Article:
posted by jellicle at 5:43 PM on March 8, 2006

I've been in pretty much exactly this position, except with my 10-years-older brother, who was even harder to kick off the couch, and had no visible means of support.

The answer turned out, basically, to say something like "well, we better find someplace else for you to live" and set about doing it with him. He didn't do very much of it but it was worth the effort to get him off the couch without destroying our relationship or make him feel too much like he was being kicked out.

HOWEVER be aware of what may happen next (it did to me). My darling brother never paid any of the rent on the place I found him (and paid a deposit on). Eventually he skipped town, leaving me having used up an important favor with the landlord who rented him the place.

So the moral is, hellp him to find a place but DON'T put yourself on the line for it or use up any favors you'd rather not. He'll get the message if you just sit down with him every day on the pretext of helping him find a new place.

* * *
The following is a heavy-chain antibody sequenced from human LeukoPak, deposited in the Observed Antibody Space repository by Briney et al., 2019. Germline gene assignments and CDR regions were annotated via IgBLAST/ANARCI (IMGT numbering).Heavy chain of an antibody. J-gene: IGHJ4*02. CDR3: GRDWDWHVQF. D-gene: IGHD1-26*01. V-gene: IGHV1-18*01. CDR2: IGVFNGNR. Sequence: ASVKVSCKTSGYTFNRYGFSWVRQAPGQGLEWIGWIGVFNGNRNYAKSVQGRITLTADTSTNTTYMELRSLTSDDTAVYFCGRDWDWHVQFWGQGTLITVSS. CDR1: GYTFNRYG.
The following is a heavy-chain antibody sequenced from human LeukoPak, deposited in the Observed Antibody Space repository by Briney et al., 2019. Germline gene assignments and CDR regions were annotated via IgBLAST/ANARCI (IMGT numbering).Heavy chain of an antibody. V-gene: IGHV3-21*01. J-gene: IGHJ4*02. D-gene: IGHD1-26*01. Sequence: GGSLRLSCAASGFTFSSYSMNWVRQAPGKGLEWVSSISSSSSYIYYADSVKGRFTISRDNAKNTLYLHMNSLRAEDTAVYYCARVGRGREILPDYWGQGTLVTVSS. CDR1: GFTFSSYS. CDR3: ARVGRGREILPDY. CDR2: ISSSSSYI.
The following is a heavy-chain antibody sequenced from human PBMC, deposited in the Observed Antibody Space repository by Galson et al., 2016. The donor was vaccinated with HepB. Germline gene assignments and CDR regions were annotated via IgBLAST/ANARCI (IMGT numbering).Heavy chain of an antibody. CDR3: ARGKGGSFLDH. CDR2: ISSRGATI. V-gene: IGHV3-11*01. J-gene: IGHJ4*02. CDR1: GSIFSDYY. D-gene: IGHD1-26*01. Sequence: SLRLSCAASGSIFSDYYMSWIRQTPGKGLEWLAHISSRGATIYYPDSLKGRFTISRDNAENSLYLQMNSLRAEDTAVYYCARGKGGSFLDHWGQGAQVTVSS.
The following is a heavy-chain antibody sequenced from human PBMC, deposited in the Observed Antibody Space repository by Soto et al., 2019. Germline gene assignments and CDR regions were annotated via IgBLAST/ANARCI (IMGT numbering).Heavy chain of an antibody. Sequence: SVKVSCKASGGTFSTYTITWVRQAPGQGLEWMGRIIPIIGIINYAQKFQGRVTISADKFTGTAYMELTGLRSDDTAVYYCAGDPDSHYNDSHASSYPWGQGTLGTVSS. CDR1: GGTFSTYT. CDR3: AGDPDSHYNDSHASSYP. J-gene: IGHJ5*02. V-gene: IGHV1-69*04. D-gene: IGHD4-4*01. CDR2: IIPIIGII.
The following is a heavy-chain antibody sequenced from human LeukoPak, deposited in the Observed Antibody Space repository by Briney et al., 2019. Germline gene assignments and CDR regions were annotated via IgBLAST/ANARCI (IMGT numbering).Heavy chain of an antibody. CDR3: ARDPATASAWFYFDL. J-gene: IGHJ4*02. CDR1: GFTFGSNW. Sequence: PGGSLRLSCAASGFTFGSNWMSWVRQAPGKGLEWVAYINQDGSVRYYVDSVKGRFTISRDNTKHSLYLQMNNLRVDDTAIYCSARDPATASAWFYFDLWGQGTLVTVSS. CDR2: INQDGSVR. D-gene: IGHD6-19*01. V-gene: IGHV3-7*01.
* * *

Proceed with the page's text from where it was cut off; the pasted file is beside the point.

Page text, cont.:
posted by unSane at 7:25 PM on March 8, 2006

As far as his stuff goes, here's what I recommend. Call the manager of his apartment complex. Say you're a friend, and that you understand she can't make a deal with you on his behalf (because you aren't on his lease), but that he would like his stuff and she surely wants to be able to clean out the apartment and rent it to somebody who will actually pay her. That being the case, what does he have to do to get his stuff? If she says there is nothing you can do, thank her for her honesty and ask her who can help him and how to get in touch with this person. Above all, stay polite at all times.
posted by ilsa at 9:39 PM on March 8, 2006

Grandma sounds like a good option, actually, unless she's got some severe problems of her own - more about the grandmother option? Perhaps it would be harder for him to drink a lot there?
posted by By The Grace of God at 3:17 AM on March 9, 2006

Dude. I have so been where you are right now, and you are doing the right thing by addressing this ASAP. I have no idea how to answer your questions #1 and #3 but am happy to lend my (atrocious) experience to nos. 2 and 4.